‘Living medicine’ created to tackle drug-resistant lung infections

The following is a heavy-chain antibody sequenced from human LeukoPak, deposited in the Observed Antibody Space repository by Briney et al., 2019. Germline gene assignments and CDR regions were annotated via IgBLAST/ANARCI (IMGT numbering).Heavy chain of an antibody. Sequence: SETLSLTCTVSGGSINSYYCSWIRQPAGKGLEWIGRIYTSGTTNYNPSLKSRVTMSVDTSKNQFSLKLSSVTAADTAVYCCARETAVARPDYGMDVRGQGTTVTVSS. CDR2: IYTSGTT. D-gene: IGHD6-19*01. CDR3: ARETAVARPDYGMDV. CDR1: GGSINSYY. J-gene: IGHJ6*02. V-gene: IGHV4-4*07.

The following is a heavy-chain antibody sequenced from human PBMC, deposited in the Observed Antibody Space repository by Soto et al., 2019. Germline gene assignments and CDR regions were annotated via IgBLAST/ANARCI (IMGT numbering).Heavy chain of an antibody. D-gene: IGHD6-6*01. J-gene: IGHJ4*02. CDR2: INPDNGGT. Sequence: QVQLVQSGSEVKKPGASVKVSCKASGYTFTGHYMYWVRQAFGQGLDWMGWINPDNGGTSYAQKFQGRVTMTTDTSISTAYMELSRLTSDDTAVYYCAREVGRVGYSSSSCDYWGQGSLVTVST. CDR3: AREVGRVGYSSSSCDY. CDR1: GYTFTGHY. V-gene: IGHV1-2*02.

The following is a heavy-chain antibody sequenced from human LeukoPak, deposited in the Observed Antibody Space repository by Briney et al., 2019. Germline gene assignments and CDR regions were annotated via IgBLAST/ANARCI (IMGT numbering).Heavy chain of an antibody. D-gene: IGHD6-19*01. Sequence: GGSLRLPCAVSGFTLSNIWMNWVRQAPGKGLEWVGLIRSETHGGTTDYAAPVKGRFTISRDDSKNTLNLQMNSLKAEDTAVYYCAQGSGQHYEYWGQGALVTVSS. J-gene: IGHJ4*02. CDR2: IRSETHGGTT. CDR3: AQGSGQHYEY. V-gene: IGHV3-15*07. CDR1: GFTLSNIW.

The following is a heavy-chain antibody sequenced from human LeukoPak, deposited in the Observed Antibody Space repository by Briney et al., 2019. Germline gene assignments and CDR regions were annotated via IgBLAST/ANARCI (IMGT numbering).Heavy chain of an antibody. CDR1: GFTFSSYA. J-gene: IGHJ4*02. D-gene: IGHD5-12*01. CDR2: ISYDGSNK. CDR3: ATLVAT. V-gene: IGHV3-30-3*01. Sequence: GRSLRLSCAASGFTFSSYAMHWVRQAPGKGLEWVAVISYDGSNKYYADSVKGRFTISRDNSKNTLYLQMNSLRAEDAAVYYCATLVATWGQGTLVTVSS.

Researchers demonstrate that a bacteria can be modified to act as ‘living medicine’ in the lung. The treatment significantly reduced acute lung infections in mice and doubled their survival rate. It showed no signs of toxicity in the lungs and once the treatment had finished its course, it was cleared by the immune system in a period of four days. The treatment also cleared biofilms that accumulate on the surface of endotracheal tubes used by patients with ventilator-associated pneumonia, which is one of the leading causes of mortality in intensive care units. The study paves the way for researchers to repurpose the bacteria to treat other types of lung diseases such as cancer, asthma or pulmonary fibrosis.

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